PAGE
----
Nothing quite uplifts our devotion to God like a song.
That must be why California Governor Gavin Newsom is banning singing in houses of worship.
Sure you might be able to scream into a megaphone and threaten to burn down Los Angeles in Newsom’s state, but please, sit down and shut up when you go to church.
While you can still attend in-person church services in California, you can’t sing.
The state, to curb a rapidly worsening pandemic, has temporarily banned singing and chanting in places of worship.
“Practices and performances present an increased likelihood for transmission of Covid-19 through contaminated exhaled droplets and should occur through alternative methods like internet streaming,” the state’s Department of Public Health announced in an order Wednesday.
California has had more than 24,000 coronavirus cases. On Tuesday, it announced 6,367 cases, the second highest total for the state since the pandemic began. This has prompted Gov. Gavin Newsom to tighten restrictions.
Singing at services has proven to be one way to spread a virus, according to the Centers for Disease Control and Prevention.
The agency studied how coronavirus spread from one member to 87% of the singers at a Washington choir practice and said in a report:
“The act of singing, itself, might have contributed to transmission through emission of aerosols, which is affected by loudness of vocalization.”
The Sacramento Bee details the story further:
The new guidelines were released the same day Newsom issued his most dramatic reversal yet on reopening the economy, calling on Sacramento and 18 other counties to halt indoor restaurant dining and close movie theaters, card rooms, indoor museums and other venues. Sacramento County’s closures took effect Thursday at 3 p.m.
Unlike the restaurant closures, Newsom said little about the new guidelines on houses of worship, mentioning them only in passing during a press conference Thursday.
It remains to be seen if, or how, the state or counties are expected to enforce the ban on singing in houses of worship. Churches were among the most aggressive institutions in pushing back on Newsom’s original stay-at-home order in mid-March. Several sued the governor to overturn the order, saying it violated their First Amendment rights, although none were successful in court."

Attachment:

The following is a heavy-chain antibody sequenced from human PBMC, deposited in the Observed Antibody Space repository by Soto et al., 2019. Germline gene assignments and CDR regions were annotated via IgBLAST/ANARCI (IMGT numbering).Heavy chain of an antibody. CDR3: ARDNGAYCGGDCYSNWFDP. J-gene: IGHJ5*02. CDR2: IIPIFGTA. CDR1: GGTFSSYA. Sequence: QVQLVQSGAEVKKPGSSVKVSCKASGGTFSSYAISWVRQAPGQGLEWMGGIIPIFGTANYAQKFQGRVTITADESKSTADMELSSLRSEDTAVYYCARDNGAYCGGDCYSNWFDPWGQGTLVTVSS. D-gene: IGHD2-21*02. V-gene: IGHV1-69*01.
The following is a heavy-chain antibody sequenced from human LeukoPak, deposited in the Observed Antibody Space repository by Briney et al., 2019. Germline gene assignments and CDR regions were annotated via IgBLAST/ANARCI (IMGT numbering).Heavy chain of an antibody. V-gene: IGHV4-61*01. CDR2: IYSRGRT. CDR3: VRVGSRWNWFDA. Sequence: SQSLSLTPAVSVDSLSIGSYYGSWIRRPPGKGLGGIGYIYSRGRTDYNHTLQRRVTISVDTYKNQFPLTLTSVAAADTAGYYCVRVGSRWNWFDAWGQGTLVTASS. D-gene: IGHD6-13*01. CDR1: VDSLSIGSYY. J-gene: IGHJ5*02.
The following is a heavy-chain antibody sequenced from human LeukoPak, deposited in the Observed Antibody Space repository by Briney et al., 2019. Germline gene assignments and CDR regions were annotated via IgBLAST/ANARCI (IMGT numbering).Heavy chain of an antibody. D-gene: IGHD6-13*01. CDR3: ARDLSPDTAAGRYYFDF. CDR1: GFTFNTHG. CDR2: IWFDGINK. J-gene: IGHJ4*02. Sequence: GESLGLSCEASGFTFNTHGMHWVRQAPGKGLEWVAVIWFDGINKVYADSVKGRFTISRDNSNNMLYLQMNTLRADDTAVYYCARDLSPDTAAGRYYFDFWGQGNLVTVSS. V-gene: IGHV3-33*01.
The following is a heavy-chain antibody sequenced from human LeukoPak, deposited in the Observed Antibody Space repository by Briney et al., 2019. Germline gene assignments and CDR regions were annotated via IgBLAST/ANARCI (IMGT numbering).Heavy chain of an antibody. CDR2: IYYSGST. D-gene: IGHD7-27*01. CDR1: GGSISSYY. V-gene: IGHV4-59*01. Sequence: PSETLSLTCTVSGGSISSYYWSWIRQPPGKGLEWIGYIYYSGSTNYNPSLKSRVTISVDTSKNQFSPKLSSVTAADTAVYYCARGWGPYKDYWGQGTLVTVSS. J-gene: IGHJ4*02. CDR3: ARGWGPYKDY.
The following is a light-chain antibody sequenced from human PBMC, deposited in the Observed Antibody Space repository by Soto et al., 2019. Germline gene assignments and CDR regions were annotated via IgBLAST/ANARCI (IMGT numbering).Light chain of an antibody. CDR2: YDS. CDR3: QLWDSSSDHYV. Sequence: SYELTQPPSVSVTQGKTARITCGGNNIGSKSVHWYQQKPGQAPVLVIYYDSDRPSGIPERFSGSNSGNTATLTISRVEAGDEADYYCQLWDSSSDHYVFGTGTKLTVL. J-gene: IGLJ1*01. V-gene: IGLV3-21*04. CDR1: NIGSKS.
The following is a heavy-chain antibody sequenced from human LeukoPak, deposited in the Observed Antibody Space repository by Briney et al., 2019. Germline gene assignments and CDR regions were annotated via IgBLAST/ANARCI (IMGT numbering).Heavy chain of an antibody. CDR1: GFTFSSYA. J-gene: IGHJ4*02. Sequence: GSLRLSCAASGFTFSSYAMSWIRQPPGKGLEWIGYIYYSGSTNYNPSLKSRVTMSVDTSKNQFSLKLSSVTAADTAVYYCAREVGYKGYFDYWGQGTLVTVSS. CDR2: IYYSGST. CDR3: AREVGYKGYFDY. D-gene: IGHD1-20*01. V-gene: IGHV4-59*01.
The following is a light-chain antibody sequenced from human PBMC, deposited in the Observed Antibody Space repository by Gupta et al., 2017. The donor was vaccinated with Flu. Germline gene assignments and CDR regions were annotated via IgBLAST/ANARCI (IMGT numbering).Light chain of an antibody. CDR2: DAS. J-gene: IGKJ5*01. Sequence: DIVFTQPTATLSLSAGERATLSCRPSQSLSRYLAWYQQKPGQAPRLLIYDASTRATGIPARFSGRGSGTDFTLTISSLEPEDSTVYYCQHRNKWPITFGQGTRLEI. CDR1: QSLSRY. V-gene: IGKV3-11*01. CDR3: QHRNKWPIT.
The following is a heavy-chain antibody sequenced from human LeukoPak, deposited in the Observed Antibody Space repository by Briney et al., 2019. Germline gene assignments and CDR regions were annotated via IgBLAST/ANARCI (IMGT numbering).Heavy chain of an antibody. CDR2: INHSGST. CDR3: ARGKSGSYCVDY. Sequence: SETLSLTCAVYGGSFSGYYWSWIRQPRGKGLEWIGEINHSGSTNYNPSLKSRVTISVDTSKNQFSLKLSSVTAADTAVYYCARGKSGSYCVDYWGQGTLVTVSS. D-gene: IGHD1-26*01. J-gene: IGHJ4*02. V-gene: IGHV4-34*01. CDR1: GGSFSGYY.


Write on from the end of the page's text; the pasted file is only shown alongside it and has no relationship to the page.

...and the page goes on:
There seems to be no end to the hypocrisy of the left.
There no boundaries to destroying our country's heritage, our civil liberties, our acts of faith, but don't you dare arrest those rioters!
Heck, Newsom damn near endorsed the throngs of people out there causing mayhem in his state.
On Thursday, KCBS Radio's Doug Sovern asked the governor, "I've heard from a number of people who don't understand why they're being told you can't go see grandpa this weekend, you can't see Uncle Joe, you can't have a barbecue with your neighbors but then they turn on the TV and see hundreds or thousands of people protesting. So can you explain the selective enforcement or preferential treatment given based on political persuasion? Can you explain to people why they should listen to these messages when they do see that happening and no one is getting tickets, no one is even being told to enforce the masks or social distancing?"
Newsom responded with, "If they care about their grandfather, their uncle, their aunt, that's why they should listen."
The governor then stated that no one will be cracking down on social gatherings in backyards before returning to commenting on the protests.
"I maybe was unique in my household but I don't think I was, I think it was universally taught: Just because someone else is doing it, doesn't mean you should," Newsom said. "People know what the right thing to do is. I encourage them to do the right thing. And people also understand that we have a Constitution, we have a right to free speech and we are all dealing with a moment in our nation's history that is profound and pronounced... but I recognize the dichotomy and to the extent the dialectic between those examples and all I can offer is this consideration: Do what you think is best not only for you but for the health of the people you love."
It is unclear to what extent the protests contributed to the spread of the virus. An Associated Press investigation found little evidence the demonstrations are primarily responsible for recent upticks, but Los Angeles County public health director Barbara Ferrer has stated it is "highly likely" the protests led to an increase in positive cases.
When the protests first started, Newsom told the demonstrators, "You’ve lost patience, so have I. You are right to feel wronged. You are right to feel the way you are feeling" and retweeted images of protests in praise. After police used rubber bullets and tear gas to disperse crowds, he tweeted, "Protesters have the right to protest peacefully — not be harassed."
Yes indeed, we have a constitution, but it only seems to apply these days when people want to tear down the institutions of this country. Well, Governor, our constitution says we have the right to assemble and worship freely.
And we'll sing if we want to.